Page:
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Ben Jones
Ben Jones, UK Lawyer
Category: Law
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Hello, At the beginning of this year, I received a letter

Resolved Question:

Hello,

At the beginning of this year, I received a letter from HR saying they were pleased to confirm a pay rise of 1%. I then received two payslips where the rise was not reflected. When I contacted HR, I was told that I should not have received the letter and that it was a mistake! My question is: Isn't this illegal? Can you confirm a pay rise in writing, then not follow through?

Thank you in advance for your help.

Bente M. Radnofsky
Submitted: 3 years ago.
Category: Law
Expert:  Ben Jones replied 3 years ago.
Hello, my name is XXXXX XXXXX it is my pleasure to assist you with your question today. How long have you worked there?
Expert:  Ben Jones replied 3 years ago.

Ben Jones :

Hello, my name is XXXXX XXXXX it is my pleasure to assist you with your question today. Apart from the letter was there any other indication that a pay rise was due?

Customer: replied 3 years ago.

The letter said it was an annual increase of 1% in keeping with inflation. We've received this increase before, so it was not unexpected, merely routine.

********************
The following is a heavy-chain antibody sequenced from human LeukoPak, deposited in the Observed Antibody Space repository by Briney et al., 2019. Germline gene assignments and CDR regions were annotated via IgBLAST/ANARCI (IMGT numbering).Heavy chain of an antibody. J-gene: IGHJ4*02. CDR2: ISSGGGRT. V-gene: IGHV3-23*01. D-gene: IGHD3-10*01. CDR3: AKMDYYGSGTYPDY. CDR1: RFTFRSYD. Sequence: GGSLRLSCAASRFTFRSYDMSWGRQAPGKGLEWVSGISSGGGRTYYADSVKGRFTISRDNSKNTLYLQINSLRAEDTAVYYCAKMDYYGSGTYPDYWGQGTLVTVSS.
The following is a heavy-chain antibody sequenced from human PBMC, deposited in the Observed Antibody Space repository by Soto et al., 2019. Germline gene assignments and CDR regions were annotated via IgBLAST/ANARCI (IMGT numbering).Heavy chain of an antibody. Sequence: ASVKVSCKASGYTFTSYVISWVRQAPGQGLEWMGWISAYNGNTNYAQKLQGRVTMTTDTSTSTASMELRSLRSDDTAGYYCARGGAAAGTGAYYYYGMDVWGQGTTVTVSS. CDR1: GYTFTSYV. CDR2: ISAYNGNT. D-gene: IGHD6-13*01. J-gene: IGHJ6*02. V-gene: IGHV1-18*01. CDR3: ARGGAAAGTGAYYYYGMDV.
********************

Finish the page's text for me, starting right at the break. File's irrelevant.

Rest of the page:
Expert:  Ben Jones replied 3 years ago.
This is not illegal as such. As you can imagine errors do happen and just because someone has said or promised something and communicated it to someone else, it does not make it legally binding. If the letter was sent genuinely in error then it can be retracted by the employer and you cannot force them to pay you the pay rise that you believed you were due. You never received anything in relation to that so there won’t be anything for the employer to try and recover but even if you did receive the promised rise and in the end it was determined that this was sent in error they could have tried to recover these overpayments. However, as mentioned nothing was paid here so there is nothing for the employer to recover in the circumstances.

You may certainly query the reasons for the error, why they believed this applied and try to get some more information about it, but in terms of forcing them to honour this and ensure that you get what you believed you were due, that would be difficult to enforce I’m afraid.

I'm sorry if this is not necessarily the answer you wanted to hear but I hope you understand I have a duty to be honest and explain the law as it actually stands and sometimes this does unfortunately mean delivering bad news. Please let me know if you need me to clarify anything.
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